Kerry board defends handling of Brendan O'Sullivan's failed test
The Kerry County Board has defended its role in keeping Brendan O'Sullivan's ban for a failed drugs test secret. The player was tested after the league final in April 2016 and tested positive for the banned stimulant methylhexaneamine.
After a lengthy process, which only formally came to an end last Thursday, O'Sullivan clearly established that the cause of his positive test was a contaminated supplement he had taken at half-time in that game against Dublin. He was subsequently banned for 21 weeks. The ban expired early last month, three weeks before the story was broken by this newspaper.
However, Kerry board chairman, Tim Murphy, said yesterday that they stood by their decision to keep the matter under wraps, and confirmed that they only publicly identified O'Sullivan last weekend because of the Sunday Independent story.
"From Kerry County Board's point of view, our position was to protect the players, both Brendan and the other members of the panel, at all times, and that's what we have done - and we won't be apologising to anybody for it," Murphy told Radio Kerry.
Murphy admitted that the controversy had represented "a steep learning curve" for all involved.
"There's no organisation that can't learn from an event like this," he said. "It's been a steep learning curve for everyone but I'd be confident that all the checks and balances that are required to educate and to make sure that all our players are fully aware of the various ins and outs of this whole area of supplements is quite strong. We're constantly working on it; we're not going to take our eye off the ball. We'll constantly work on improving the structures and procedures within the county board and the whole management set-up."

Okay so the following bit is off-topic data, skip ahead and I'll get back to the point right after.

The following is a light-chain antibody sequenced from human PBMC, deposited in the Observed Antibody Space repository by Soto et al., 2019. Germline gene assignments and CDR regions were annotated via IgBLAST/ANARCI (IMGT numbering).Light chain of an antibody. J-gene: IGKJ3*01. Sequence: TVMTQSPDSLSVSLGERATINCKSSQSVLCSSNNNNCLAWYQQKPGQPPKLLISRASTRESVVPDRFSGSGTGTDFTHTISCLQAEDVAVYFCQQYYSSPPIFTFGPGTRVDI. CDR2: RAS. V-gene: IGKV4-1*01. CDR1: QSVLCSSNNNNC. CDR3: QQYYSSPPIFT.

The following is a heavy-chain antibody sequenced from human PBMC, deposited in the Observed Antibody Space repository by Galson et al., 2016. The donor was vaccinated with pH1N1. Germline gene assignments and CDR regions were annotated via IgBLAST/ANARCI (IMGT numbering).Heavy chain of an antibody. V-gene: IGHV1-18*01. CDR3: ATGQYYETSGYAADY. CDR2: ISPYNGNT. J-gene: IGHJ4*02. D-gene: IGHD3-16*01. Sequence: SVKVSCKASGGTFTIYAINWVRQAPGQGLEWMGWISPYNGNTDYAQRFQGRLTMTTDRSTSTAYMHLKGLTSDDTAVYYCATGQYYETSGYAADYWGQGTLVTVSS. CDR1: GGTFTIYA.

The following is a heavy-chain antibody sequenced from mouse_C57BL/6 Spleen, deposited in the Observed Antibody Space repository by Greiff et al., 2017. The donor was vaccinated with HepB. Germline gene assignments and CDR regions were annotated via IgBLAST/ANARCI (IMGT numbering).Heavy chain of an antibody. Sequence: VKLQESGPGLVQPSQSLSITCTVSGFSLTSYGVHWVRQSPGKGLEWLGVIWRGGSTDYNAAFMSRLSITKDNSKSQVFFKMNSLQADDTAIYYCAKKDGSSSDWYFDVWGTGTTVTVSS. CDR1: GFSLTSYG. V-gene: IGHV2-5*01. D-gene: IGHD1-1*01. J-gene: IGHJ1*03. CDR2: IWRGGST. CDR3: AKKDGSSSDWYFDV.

And he said it had taken its toll on O'Sullivan and his family, explaining: "I don't think the general public realise the extent of the emotional trauma that man has gone through for the last 12 months, it's been incredible really. I have to say he's been exemplary in the whole process from start to finish - he co-operated fully with the inquiry and thankfully it is at an end for himself and his family, and for Kerry in general."
He said he did not believe O'Sullivan's name had been tarnished because "it's very obvious that it was unintentional and Brendan bore no significant fault".
Since news of the positive test - the third in the GAA since testing began in 2001 - broke last Sunday the spotlight has shone on the drug-testing of inter-county players. In 2016, 97 inter-county players were tested but several high-profile figures - like Tyrone's Philip Jordan - have suggested that more players should be tested.
In today's Sunday Independent, Alan Brogan - who played for Dublin for 14 years - reveals he was never drug-tested. And Ross Munnelly, who is in his 15th season with the Laois footballers and has featured in 66 successive championship games, also reveals he has yet to be tested after training or a game.
"Some of my team-mates have been tested but, as of yet, I haven't been selected," he said. "I wouldn't have a problem with more frequent testing. I think this would lead to better education and more awareness among players."
Sunday Indo Sport
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